How Global Warming Will Force Political Realignment
One of the central arguments of Break Through -- one that has so far been ignored by True Believers at places like Grist -- is that global warming is going to create new political fault lines that don't fall along the left-right divide.
Climate change and the political response to it is already defining a new fault line in the culture. On one side of that line will be a global NIMBYism that sees the planet as too fragile to support the hopes and dreams of seven billion humans. It will seek to establish and enforce the equivalent of an international caste system in which the poor of the developing world are consigned to energy poverty in perpetuity. This politics of limits will be anti-immigration, anti-globalization, and anti-growth. It will be zero-sum, fiscally conservative, and deficit-oriented. It will combine Malthusian environmentalism with Hobbesian conservatism.
On the other side will be those who believe that there is room enough for all of us to live secure and free lives. It will be pro-growth, progressive, and internationalist. It will drive global development by creating new markets. It will see in institutions like the WTO, the World Bank, and the International Monetary Fund not a corporate conspiracy to keep people poor and destroy the environment, but an opportunity to drive a kind of development that is both sustainable and equitable. It will embrace technology without being technocratic. It will seek adaptation proactively, not fatalistically. It will establish social and economic security as preconditions for ecological action. It will be large and transformative, but not millenarian.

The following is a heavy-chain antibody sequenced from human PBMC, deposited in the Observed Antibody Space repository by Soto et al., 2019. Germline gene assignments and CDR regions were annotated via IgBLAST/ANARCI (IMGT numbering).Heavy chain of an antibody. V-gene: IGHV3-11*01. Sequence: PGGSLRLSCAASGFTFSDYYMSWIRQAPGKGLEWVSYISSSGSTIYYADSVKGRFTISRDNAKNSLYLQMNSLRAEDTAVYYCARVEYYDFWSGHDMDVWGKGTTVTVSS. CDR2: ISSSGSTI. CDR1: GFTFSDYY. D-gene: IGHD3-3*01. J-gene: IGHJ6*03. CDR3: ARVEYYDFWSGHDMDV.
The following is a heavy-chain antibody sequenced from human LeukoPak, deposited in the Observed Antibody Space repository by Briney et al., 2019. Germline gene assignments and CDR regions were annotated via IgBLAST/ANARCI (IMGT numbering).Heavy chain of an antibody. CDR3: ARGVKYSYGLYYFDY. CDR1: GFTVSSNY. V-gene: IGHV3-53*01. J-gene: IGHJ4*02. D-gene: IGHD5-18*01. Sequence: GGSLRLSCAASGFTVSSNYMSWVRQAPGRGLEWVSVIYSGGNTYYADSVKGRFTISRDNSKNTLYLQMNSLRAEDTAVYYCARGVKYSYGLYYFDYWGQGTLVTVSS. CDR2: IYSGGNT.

Earlier in that chapter we cite a landmark study done for the Pentagon by San Francisco-based Global Business Network (GBN) on abrupt climate change. Now, the authors of that paper are back with a smart new paper, this one co-authored with Nils Gilman of Monitor Group, GBN's parent firm. We hadn't seen it before we wrapped up our book, but Gilman, Doug Randall, and Peter Schwartz come to very similar conclusions about how the political reactions to climate change might divide the environmental community, just as immigration reform and Cape Wind divided the Sierra Club.
[C]limate change may form the basis for a new set of political coalitions and oppositions that do not fit within the [traditional left-right] political paradigm. One possibility is that political coalitions and parties may be reformed around different attitudes to social risk-sharing, with one faction opting for having the state take an activist approach to mitigating a variety of "big" security risks (military, terrorist, environmental) and another coalition forming around allowing people to fend for themselves, with a less intrusive but also less protective state. The recent debate in the Sierra Club over the organization's stance on immigration presages such a formation, as does the current debate in Europe about "repatriation" of immigrants.